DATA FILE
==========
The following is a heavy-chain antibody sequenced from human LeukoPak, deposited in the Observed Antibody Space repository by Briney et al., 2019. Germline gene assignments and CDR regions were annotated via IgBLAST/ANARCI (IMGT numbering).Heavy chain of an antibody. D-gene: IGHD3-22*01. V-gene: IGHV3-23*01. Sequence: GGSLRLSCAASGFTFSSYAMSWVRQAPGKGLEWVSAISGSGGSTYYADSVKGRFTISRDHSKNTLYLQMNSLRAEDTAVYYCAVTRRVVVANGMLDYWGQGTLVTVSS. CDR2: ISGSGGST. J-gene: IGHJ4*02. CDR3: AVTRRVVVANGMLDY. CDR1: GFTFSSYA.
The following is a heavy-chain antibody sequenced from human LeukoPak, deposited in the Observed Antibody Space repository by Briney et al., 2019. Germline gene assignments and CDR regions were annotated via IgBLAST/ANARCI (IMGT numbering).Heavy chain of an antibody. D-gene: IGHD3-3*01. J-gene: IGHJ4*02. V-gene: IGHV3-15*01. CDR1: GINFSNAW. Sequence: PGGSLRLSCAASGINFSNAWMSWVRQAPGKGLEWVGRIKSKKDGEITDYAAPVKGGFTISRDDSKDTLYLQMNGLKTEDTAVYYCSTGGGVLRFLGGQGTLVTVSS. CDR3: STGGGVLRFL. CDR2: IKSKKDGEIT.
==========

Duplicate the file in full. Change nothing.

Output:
The following is a heavy-chain antibody sequenced from human LeukoPak, deposited in the Observed Antibody Space repository by Briney et al., 2019. Germline gene assignments and CDR regions were annotated via IgBLAST/ANARCI (IMGT numbering).Heavy chain of an antibody. D-gene: IGHD3-22*01. V-gene: IGHV3-23*01. Sequence: GGSLRLSCAASGFTFSSYAMSWVRQAPGKGLEWVSAISGSGGSTYYADSVKGRFTISRDHSKNTLYLQMNSLRAEDTAVYYCAVTRRVVVANGMLDYWGQGTLVTVSS. CDR2: ISGSGGST. J-gene: IGHJ4*02. CDR3: AVTRRVVVANGMLDY. CDR1: GFTFSSYA.
The following is a heavy-chain antibody sequenced from human LeukoPak, deposited in the Observed Antibody Space repository by Briney et al., 2019. Germline gene assignments and CDR regions were annotated via IgBLAST/ANARCI (IMGT numbering).Heavy chain of an antibody. D-gene: IGHD3-3*01. J-gene: IGHJ4*02. V-gene: IGHV3-15*01. CDR1: GINFSNAW. Sequence: PGGSLRLSCAASGINFSNAWMSWVRQAPGKGLEWVGRIKSKKDGEITDYAAPVKGGFTISRDDSKDTLYLQMNGLKTEDTAVYYCSTGGGVLRFLGGQGTLVTVSS. CDR3: STGGGVLRFL. CDR2: IKSKKDGEIT.